Mitt Romney departed the massive and still unformed GOP pack on Friday – too bad! – leaving Bush for now the nominal favorite for three key reasons: 1) money; 2) name recognition; 3) money.
Romney’s reasons for not pursuing a third campaign, after a three-week fan dance that had Beltway elites aroused, were analyzed by same at paralyzing dull length. Our own view is that Forty-Seven-Percent Mitt bowed out after his head exploded when the First Presidency and Quorum of the Twelve decreed that he needed to pay attention to the poor this time out.
That, and the fact that everyone who really wanted him to run was named Anne or Tag.
Amid a battalion of union busters, second-raters, whack jobs and the simply self-delusional, Bush at the moment is really the only guy you actually can picture in the White House for some reason other than dinner. Just 364 days before the 2016 Iowa caucuses, our Las Vegas Bureau Chief and Sporting Life Consultant Vinnie “The Vig” Capelli d’Angelo forwards the first Calbuzz (More or Less) Monthly (Non-Hillary) Presidential Rankings.
15- Carly Fiorina. Seriously? Having established her ability to win popular votes by losing by 10 points to Barbara Boxer, when the Junior Senator’s favorable rating was 10 points underwater, in a Republican wave election, I-Carly now strides forth brandishing her HP-proven plan for jobs: ship them all overseas. Sheesh.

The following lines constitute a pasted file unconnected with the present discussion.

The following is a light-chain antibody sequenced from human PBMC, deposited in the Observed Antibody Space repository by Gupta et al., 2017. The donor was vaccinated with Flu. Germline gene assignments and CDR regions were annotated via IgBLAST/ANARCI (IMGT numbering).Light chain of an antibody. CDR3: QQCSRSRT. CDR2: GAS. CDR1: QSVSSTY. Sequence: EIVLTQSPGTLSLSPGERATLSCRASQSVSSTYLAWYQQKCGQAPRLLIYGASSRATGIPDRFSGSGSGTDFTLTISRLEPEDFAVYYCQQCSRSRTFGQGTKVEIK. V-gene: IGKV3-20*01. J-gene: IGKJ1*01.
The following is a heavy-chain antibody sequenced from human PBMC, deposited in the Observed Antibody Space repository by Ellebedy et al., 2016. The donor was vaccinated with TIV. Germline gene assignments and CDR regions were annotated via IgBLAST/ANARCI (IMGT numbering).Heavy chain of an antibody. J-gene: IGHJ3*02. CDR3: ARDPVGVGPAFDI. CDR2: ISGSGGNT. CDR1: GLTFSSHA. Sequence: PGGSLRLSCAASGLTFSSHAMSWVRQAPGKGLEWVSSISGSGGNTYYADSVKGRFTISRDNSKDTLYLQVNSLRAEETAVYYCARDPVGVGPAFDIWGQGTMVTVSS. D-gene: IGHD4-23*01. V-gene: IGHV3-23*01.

14- Sarah Palin. Sadly for the political writers of America, Ms. Snow Machine simply was braying what passes for a thought in the tiny pea brain encased in that huge melon on top of her neck when she told reporters in Iowa she was “seriously considering” running. The only thing she’s seriously considering is the venison spread in the green room at Fox.
13- Donald Trump. Writing in the Wall Street Journal, Karl Rove recently listed 23 potential Republican candidates – and left Trump’s name off the list. Hey, mark us down for anybody who drives Rove crazy.
12-Ben Carson. As Mother Jones helpfully noted, Tea Party champion and flat-tax tribune Ben Carson “once compared women who get abortions to dog-abuser Michael Vick, blamed the decline and fall of the Roman Empire on gay marriage, and concluded that believing in evolution was like thinking that ‘a hurricane blowing through a junkyard could somehow assemble a fully equipped and flight-ready 747.’” That was before he compared ISIS to the Founding Fathers. All of which will make him tough to beat in Florida.
11—Bobby Jindal. In 2009, the Louisiana governor was a Republican rising star when he laid a major egg, given the big opportunity to deliver the party’s response to President Obama’s first State of the Union. Since then, his prospects have gone steadily downhill as he’s evolved into a true demagogue, ranting about the need for Christians to wage a religious war against secular democracy and the inherent evils of Islam. Pathetic.
10-Lindsay Graham. This.
9-Rick Perry. Governor Oops is back and should not be misunderestimated. Besides his affectation of horn rims, he’s also actually been boning up on federal issues, from solar power to Syria, with the help of chrome domes he’s quietly had flown into Austin. Add to that he has the kind of folksy charm Republicans seem to swoon for (sorry Mittens). Of course, he’s still under indictment.
8-Rick Santorum. As long as Foster Friess has a man-crush on him, Santorum and his moral dogmatism and holier-than-thou style is unlikely to go away. Now that he’s taken to lecturing the Pope on what it means to be a Catholic, however, there’s always hope.